We love house made corned beef and pastrami, fine examples of easy to make and highly satisfying charcuterie. I was somewhat dumbfounded when a reader noted “Why bother? It’s cheap to buy at the store?”
Weeeellllllll, the why bother part is because what you make at home will always, with a bit of practice and patience, be far superior to anything store bought. As for the cheaper part, I seriously doubt it, given that you can use very inexpensive cuts of meat, and the processing cost comes from your hands, not your pocket.
House made provides you the luxury of choosing the cut and origin of meat to use, as well as customizing your spice/pickling/corning blend. Just because the common version is corned beef doesn’t mean you can’t use venison, pheasant, moose, or elk; you can and should, in fact, and if some purist insists that what you made isn’t the real thing, well, all the more for us… And just as we all have favorites for BBQ rubs, you’ll develop a similar hankering for your own special spice blends for corning.
We hear a lot of questions regarding the term ‘corned’; it came into common use in the 16th Century and stems from the Anglo-Saxon word for grain or granule, referring to the salt used to cure or pickle. It’s a bit of a stretch, I know, but suffice it to say that ‘corn’ was a catch-all term for any local grain, and in a pinch, salt would qualify, (Sorry, couldn’t resist…)
The next most common question we hear is ‘What’s the difference between corned beef and Pastrami?’ The answer is, not as much as you might think. It has to do with the most common cuts used and the curing process. While either variety can be made with brisket or round, pastrami is sometimes made from the plate cut as well. As for process, either can be made by wet brining, though pastrami is fairly often done with a dry rub in the first stage of curing, then pepper crusted and lightly smoked. These are generalizations, of course; the end product varies as widely as the fancy of the makers.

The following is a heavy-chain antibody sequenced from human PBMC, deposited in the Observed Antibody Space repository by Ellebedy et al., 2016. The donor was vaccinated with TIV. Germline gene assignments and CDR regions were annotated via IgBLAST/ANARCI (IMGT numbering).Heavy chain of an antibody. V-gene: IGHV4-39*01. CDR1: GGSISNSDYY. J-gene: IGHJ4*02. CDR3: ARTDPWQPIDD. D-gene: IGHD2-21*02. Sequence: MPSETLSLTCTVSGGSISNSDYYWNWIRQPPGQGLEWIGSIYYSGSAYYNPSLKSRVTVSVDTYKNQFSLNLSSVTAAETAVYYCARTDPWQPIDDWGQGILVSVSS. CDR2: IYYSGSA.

Having grown up in Massachusetts, I am very fond of New England Boiled Dinner, that ethereal combination of corned beef, cabbage, potatoes and carrots, daubed liberally with fresh horseradish. If you’ve never tried it, you should. I also absolutely adore the Reuben sandwich, which, as blasphemous as it may sound, I make with either corned beef or pastrami.
If you get interested in the art of meat curing, AKA charcuterie, you’ll find a myriad of resources online and if you’d like a great reference volume to add to your cookbook library, check out Ruhlman and Polcyn’s Charcuterie.
So, all fact checking and history aside, how do you make this stuff? We’ll focus on corned beef this time and save pastrami for another day.
You’ll need a brine solution and a spice blend. If any or all of this seems overwhelming, go the easy route and grab a pre-blended pickling spice from one of the suppliers listed in our links; down the line, for all things pickling, you can and should do a bit of study and build your own signature blend.
The recipes here will work for a 2 to 3 pound corned beef; you can scale up or down as you like, but this is a very manageable starter size.
For the Brine:
1/2 Gallon nice, clean water
1 Cup Sea Salt, (Do not use iodized!)
1/4 Cup Dark Brown Sugar
3 teaspoons Curing Salt (AKA Pink Salt, or sodium nitrite)
2 Tablespoons Pickling Spice
Set water in a saucepan over high heat and bring to a boil. Toss in salt, sugar, curing salt and spices and boil until all granules are dissolved. Remove from heat, transfer to a mixing bowl and set over an ice bath for a rapid cool.
Once the brine has cooled to room temperature, place your meat in a glass container big enough to have it covered by at least an inch or two of brine. If you just don’t have a suitable container, you can use a doubled large zip lock bag.
Cover the meat with brine as noted above, at least an inch or two above the meat. If your cut tries to float, you’ll need to weigh it down so it remains completely submerged. If you go the ziplock route, squish all the air out and put the bags in a pan in case of a blowout.
Put your bounty into the fridge where it will live for the next 6 or 7 days. Make a note to self to flip the meat daily, to make sure everything gets a nice, even brine soaking.
On the appointed day, pull your corned meat out of the fridge, and rinse it gently in very cold water.
Put the meat into a pan just big enough to hold the cut. Cover with water to about 2″ above the meat. Add another tablespoon of your pickling spices to the pot, bring the heat up to high until you reach a rolling boil, then reduce to a simmer and cook until fork tender, about 2 to 3 hours.
Remove the meat from the pot, set on a cutting board and allow to rest for at least 10 minutes before slicing. Your finished product will last a good 5 to 7 days in the fridge, (As if it’ll survive that long…)
Toss potatoes, onions, carrots and cabbage into your reserved boiling liquid until they’re just fork tender, and then enjoy that New England Boiled Dinner!
E & M